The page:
Wine o’ the Irish


Wednesday, 07th Sept, 2011

Dollar bills stapled to the ceiling. A thick steak. Cold brews. A tenor crooning Irish tunes.

These are the things you expect when you walk through the doors of McGuire’s Irish Pub in Pensacola.

What doesn’t instantly spring to mind, for most patrons, is wine.

wine cellar at McGuire's Irish PubBut tucked away behind a locked door is a sommelier’s dream come true. The Ruprecht O’Tolf Wine Cellar, containing more than 8,000 bottles, is a world-class treasure trove.

“We have one of the biggest restaurant display wine cellars, and an award-winning collection,” Amy Martin, the daughter of McGuire’s founder, McGuire Martin, said. “But many people just aren’t aware of it.”

But one glimpse makes a big impression.

Visitors to McGuire’s wine cellar, tucked inside the appropriately named Wine Cellar room, walk across a clanking vineyard scale to enter the narrow, stone-clad space. Dim lights cast a rosy glow on the floor-to-ceiling racks of bottled Riesling, Merlot, Cabernet, Chardonnay and Pinot Noir.

The pride of place is the Chateau Mouton Rothschild Artist Series, which features labels designed by artists including Salvador Dali and Pablo Picasso. McGuire’s has the largest and most complete vertical — meaning all are from the same wine producer — collection of the series on display in the United States; bottles range in price from $500 to $20,000, depending on year and popularity.

Amy Martin feels a personal connection to the colorful, renowned collection.

“Rothschild worked so hard to make his wine a success, and when he retired, he passed it on to his daughter,” she said, cradling a 1982 Mouton Rothschild bearing a label designed by film director John Huston. “My dad built up this amazing wine collection, and now, he’s putting it in my hands.”

McGuire Martin started building the restaurant’s wine cellar about 20 years ago, mainly buying the wines at auction. He wanted it to showcase fine wine and fine dining.

“Not that we ever get to enjoy the collection, ourselves,” Amy Martin revealed, laughing. “Dad drinks the cheapest wine ever. We give him the hardest time about it. He won’t even let us open a good bottle on Christmas Eve.”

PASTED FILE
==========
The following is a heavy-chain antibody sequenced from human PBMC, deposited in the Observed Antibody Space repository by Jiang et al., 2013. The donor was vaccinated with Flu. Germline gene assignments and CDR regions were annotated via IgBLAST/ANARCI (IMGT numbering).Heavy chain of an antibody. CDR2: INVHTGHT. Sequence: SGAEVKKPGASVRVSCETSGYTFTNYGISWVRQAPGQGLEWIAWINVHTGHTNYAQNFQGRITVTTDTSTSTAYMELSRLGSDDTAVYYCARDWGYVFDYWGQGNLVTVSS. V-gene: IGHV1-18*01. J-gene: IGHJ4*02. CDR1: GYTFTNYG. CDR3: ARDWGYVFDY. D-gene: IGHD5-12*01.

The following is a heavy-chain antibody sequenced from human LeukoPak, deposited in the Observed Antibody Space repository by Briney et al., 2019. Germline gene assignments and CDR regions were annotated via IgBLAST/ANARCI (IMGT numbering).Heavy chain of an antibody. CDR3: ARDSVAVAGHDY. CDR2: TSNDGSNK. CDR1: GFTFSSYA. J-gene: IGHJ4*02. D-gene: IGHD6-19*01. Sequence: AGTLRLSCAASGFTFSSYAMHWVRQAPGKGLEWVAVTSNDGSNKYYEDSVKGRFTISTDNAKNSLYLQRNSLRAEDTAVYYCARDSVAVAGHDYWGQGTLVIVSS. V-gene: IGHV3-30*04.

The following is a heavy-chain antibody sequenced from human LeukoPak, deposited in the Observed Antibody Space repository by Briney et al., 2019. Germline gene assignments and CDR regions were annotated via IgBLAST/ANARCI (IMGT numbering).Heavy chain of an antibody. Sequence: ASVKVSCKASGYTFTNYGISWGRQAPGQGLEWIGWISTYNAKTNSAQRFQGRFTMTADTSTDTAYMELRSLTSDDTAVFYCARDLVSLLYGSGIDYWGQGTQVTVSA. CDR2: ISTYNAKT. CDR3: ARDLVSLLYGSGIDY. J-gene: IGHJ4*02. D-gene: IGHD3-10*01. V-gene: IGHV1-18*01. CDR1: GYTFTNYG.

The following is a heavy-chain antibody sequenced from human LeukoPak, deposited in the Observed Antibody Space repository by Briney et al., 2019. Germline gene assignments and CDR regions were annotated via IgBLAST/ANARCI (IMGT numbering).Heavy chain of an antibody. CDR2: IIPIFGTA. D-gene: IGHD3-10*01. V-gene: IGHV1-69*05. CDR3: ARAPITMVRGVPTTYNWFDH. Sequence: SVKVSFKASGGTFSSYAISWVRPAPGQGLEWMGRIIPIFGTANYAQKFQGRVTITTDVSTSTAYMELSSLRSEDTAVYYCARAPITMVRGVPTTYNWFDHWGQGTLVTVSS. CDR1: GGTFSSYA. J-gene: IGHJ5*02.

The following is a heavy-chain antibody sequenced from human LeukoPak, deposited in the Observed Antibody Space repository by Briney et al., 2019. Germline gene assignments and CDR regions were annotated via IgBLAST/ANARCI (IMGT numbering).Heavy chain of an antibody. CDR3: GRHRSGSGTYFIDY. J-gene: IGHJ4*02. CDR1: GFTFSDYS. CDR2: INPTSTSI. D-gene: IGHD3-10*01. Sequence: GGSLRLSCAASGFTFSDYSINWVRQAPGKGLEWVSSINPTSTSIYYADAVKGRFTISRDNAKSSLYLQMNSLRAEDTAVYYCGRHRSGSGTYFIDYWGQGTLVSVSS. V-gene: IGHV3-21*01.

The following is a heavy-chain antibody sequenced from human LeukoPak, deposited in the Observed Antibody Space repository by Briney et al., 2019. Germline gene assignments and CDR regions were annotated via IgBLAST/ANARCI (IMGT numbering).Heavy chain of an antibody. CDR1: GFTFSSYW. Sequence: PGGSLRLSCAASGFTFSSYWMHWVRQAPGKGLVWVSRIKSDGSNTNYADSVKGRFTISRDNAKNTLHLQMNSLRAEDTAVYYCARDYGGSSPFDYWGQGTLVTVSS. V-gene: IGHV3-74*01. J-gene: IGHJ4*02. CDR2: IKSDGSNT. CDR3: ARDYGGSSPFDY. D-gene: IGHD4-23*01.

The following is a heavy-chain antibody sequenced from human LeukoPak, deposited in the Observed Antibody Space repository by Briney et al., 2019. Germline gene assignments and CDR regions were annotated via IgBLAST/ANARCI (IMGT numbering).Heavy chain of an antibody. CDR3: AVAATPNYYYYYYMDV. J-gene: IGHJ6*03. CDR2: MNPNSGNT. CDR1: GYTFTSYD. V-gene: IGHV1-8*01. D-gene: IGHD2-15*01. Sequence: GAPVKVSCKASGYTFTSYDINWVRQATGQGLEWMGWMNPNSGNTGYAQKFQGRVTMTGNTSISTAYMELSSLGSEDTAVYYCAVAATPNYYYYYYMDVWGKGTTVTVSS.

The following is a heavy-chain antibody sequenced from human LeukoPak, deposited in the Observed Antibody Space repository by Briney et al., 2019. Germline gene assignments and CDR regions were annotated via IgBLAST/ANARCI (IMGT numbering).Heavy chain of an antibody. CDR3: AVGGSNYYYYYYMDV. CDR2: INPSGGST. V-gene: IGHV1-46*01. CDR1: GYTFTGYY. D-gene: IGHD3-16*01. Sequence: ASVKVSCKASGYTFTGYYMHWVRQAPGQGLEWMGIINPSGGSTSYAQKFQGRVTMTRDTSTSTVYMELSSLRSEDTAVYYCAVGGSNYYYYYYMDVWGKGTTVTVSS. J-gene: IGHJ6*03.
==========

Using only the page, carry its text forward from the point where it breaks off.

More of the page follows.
But there are plenty of “good” bottles for others to choose from McGuire’s wine cellar.

Named for Robert Tolf, a Florida Trend magazine writer, the cellar has received the coveted “Award of Excellence” from Wine Spectator, multiple times.

“We’re rated pretty high among American wine cellars,” Amy Martin said. “When I visit other wine cellars, like Bern’s (Steak House) in Tampa, they’re thrilled to see me. They know who we are.”

Closer to home, accolades take the form of satisfied customers.

Cabernets are the most popular vintage on McGuire’s Pensacola wine list, often paired with juicy steaks and hamburgers.

Justin Witkin, a regular diner and wine connoisseur, enjoys trying out new wines with his meal.

“Not many places in town have a wine list as extensive as McGuire’s,” the 41-year-old Gulf Breeze resident noted. “It’s nice to be able to explore the various offerings, especially when you’re entertaining guests.”

Wine list prices range from an $18 Sterling Pinot Grigio to a $10,000 Mouton Rothschild Bordeaux. Labels include Opus One, Silver Oak, Chateau Petrus, along with wines from all five Bordeaux Premier Cru regions.

Diners at McGuire’s Destin location can purchase a bottle of wine from its store, to drink at the table.

“In Pensacola, the wine cellar is more about the exceptional wines. People really come to admire it,” Amy Martin said. “In Destin, we’re focused on the $30 deals. But you can still purchase some excellent wines for that price.”

Always on the hunt for the latest and greatest wines, she hopes to continue offering world-class labels of all prices to McGuire’s patrons. And that means keeping the wine cellar well-stocked.

“My dad wanted the ‘wow factor’ for his restaurant, and that’s what our wine collection is,” she said. “Hopefully, we’ll be known for it as much as our steaks and 18-cent bean soup.”


Leave a Reply

Fill in your details below or click an icon to log in: Logo

You are commenting using your account. Log Out / Change )

Twitter picture

You are commenting using your Twitter account. Log Out / Change )

Facebook photo

You are commenting using your Facebook account. Log Out / Change )

Google+ photo

You are commenting using your Google+ account. Log Out / Change )

Connecting to %s